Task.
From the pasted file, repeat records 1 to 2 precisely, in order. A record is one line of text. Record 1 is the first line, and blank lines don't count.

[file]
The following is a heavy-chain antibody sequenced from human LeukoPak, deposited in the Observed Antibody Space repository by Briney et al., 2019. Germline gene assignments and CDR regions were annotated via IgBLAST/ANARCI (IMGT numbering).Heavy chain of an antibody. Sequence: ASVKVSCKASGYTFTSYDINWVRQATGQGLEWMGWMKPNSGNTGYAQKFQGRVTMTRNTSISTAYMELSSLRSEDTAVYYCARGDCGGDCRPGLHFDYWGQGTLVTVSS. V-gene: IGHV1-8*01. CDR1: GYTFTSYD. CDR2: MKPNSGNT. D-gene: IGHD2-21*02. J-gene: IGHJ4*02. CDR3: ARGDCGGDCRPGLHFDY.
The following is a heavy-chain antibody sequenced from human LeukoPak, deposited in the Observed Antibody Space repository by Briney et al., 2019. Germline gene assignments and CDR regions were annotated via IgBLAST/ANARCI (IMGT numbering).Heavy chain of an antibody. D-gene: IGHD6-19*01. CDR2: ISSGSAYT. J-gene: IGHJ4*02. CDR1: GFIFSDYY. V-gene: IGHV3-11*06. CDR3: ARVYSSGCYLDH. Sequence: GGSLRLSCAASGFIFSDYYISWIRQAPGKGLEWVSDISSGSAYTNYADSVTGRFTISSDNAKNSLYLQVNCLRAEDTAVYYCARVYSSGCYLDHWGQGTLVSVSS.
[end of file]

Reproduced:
The following is a heavy-chain antibody sequenced from human LeukoPak, deposited in the Observed Antibody Space repository by Briney et al., 2019. Germline gene assignments and CDR regions were annotated via IgBLAST/ANARCI (IMGT numbering).Heavy chain of an antibody. Sequence: ASVKVSCKASGYTFTSYDINWVRQATGQGLEWMGWMKPNSGNTGYAQKFQGRVTMTRNTSISTAYMELSSLRSEDTAVYYCARGDCGGDCRPGLHFDYWGQGTLVTVSS. V-gene: IGHV1-8*01. CDR1: GYTFTSYD. CDR2: MKPNSGNT. D-gene: IGHD2-21*02. J-gene: IGHJ4*02. CDR3: ARGDCGGDCRPGLHFDY.
The following is a heavy-chain antibody sequenced from human LeukoPak, deposited in the Observed Antibody Space repository by Briney et al., 2019. Germline gene assignments and CDR regions were annotated via IgBLAST/ANARCI (IMGT numbering).Heavy chain of an antibody. D-gene: IGHD6-19*01. CDR2: ISSGSAYT. J-gene: IGHJ4*02. CDR1: GFIFSDYY. V-gene: IGHV3-11*06. CDR3: ARVYSSGCYLDH. Sequence: GGSLRLSCAASGFIFSDYYISWIRQAPGKGLEWVSDISSGSAYTNYADSVTGRFTISSDNAKNSLYLQVNCLRAEDTAVYYCARVYSSGCYLDHWGQGTLVSVSS.